Keywords

  • Annual timing
  • Corticosterone
  • Foraging
  • Life history stages
  • Reproduction
  • Neotropics
  • Testosterone
  • Tropical birds

Background

Animals typically undergo seasonal changes in morphology, physiology and behavior aligned with the cyclical fluctuations of the environment. The seasonal timing of recurring biological processes is known as phenology [1, 2]. Since the seminal studies of Rowan (1925, 1926), it has been well known that changes in annual day length (photoperiod) operate as a primary cue timing avian phenology [3, 4]. In temperate and arctic regions the increasing photoperiod usually predicts the advent of favorable weather and increasing food availability, which are thought to be important ultimate factors for the seasonal timing of energetically demanding life-history stages, such as breeding and molt [5]. In contrast, marked photoperiodic cycles are absent for birds species living near the equator. Field and experimental data suggest nonetheless that equatorial avian species express well defined seasonal itineraries of activity [6, 7], including in Amazonian [810], which may rely on a robust endogenous rhythmicity [1113]. It has been proposed that even minimal photoperiodic changes near the equator can be exploited by birds [14, 15]. Elsewhere it is shown that tropical birds generally encounter relatively lesser seasonality in the environment than temperate species, permitting relatively longer breeding seasons, with more tropical species exhibiting arrhythmic or aseasonal breeding [9, 16]. However, we still have only a vague idea of how equatorial species align their phenology with the local environment.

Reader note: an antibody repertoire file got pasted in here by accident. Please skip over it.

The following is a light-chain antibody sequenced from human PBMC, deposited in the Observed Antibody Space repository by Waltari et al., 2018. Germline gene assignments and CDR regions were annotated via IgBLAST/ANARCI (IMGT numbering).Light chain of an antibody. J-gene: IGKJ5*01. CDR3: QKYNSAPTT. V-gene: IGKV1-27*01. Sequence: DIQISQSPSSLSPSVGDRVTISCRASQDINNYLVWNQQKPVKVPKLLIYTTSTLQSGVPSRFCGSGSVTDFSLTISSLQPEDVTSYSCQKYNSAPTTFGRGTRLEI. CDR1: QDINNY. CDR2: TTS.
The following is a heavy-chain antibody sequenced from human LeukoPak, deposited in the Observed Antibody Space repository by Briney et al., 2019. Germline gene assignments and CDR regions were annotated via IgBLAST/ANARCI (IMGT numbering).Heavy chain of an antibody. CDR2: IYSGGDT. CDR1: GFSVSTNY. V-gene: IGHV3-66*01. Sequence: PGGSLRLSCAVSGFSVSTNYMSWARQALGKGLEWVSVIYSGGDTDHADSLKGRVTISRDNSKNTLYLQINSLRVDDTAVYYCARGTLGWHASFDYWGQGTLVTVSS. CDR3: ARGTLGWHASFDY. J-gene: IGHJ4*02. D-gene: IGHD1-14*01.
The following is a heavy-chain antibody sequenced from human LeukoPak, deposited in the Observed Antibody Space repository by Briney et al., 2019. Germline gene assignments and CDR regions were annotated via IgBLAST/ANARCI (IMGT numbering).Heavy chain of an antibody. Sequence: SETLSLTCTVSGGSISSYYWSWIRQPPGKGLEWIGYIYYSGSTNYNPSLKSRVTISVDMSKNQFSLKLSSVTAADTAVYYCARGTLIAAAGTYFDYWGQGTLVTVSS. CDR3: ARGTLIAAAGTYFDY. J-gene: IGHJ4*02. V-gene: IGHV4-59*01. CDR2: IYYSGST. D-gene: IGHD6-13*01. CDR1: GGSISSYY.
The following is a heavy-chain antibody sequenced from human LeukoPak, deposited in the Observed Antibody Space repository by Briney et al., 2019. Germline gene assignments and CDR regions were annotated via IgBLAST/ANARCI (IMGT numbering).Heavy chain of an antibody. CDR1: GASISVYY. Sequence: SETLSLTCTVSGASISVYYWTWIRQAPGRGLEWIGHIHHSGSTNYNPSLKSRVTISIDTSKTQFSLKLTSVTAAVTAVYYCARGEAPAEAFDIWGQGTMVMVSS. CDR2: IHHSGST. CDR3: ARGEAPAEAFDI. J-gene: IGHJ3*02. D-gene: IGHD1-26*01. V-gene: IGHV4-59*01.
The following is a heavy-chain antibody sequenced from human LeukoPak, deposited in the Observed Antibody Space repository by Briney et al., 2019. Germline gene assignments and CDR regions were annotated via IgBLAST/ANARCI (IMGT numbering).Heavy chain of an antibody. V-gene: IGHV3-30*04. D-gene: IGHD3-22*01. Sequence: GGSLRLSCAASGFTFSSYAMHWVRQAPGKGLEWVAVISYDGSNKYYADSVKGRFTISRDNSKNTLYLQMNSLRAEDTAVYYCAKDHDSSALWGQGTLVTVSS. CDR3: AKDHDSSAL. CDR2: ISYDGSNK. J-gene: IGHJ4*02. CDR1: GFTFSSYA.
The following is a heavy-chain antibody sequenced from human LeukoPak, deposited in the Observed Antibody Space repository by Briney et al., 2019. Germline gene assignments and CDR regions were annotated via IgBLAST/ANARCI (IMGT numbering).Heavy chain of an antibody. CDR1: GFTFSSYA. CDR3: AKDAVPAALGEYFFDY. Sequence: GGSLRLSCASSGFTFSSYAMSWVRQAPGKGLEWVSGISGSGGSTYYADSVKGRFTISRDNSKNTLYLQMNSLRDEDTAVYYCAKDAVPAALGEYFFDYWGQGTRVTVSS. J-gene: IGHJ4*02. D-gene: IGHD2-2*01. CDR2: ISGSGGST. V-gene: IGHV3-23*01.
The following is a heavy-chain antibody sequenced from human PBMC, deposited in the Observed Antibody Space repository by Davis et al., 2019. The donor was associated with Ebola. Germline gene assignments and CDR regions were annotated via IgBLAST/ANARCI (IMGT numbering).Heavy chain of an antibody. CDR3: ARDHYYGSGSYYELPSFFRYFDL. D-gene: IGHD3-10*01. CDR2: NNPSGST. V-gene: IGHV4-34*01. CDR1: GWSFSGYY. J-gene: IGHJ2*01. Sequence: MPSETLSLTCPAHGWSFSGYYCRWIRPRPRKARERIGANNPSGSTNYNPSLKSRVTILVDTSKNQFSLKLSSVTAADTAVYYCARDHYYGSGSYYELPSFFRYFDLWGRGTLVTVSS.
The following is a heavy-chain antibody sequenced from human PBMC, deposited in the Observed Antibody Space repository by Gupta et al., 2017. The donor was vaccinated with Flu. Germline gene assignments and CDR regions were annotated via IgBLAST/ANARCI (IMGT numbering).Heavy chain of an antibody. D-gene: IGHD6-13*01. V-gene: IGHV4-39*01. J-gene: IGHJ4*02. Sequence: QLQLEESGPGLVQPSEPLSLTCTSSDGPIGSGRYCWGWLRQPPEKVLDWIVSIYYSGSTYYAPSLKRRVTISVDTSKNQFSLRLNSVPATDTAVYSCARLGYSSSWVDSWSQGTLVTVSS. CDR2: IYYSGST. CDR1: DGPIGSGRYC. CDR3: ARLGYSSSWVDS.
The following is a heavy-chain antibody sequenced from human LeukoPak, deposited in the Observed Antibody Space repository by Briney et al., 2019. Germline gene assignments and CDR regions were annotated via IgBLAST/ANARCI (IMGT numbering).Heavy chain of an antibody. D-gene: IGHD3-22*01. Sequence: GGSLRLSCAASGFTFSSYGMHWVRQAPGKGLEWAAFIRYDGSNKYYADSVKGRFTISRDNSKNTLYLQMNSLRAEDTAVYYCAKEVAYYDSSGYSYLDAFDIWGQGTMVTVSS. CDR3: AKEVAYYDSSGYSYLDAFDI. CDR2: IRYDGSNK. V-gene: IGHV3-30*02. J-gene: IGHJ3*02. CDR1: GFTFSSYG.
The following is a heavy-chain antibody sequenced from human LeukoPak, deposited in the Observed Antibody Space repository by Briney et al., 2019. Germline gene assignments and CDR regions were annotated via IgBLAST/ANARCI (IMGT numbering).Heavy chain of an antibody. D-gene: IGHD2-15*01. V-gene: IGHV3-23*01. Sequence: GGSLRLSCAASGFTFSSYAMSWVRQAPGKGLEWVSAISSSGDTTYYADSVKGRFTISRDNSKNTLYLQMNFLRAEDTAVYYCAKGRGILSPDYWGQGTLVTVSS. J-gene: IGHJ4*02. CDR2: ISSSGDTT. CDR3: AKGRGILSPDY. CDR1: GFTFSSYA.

At a proximate level, the steroid hormones, including testosterone and corticosterone, are important physiological mediators of the avian phenology [17, 18]. Seasonal production of gonadal testosterone in males influences territorial and courtship behaviors, and the activation of different sexual traits [1922]. The increase of the testis size of males during the reproductive stage is typically accompanied by a seasonal peak of circulating testosterone levels [23], which support physiological and behavioral processes that enhance fecundity of males, including tropical avian species [24, 25]. On the other hand, changes in corticosterone (the main glucocorticoid in birds) in plasma, at baseline levels, are involved in the modulation of the energy balance, and might regulate energy intake, storage and mobilization [2628]. Glucocorticoids are vital mediators of the physiological and behavioral responses of vertebrates to energetic and environmental demands [29]. For instance, birds respond to food restriction or low quality food with increasing baseline corticosterone levels [3033], and this rise mobilizes energy to maintain homeostasis [34]. Thereby, corticosterone levels are thought to track the body’s energy requirements, and adjust systemic responses through different life history stages of birds [17]. Yet, research continues to be biased toward temperate zone birds of the northern hemisphere. This bias limits our understanding about the control of phenology at different contexts, and impedes physiological comparative analysis across species with different evolutionary histories, such as those residing in the equatorial regions.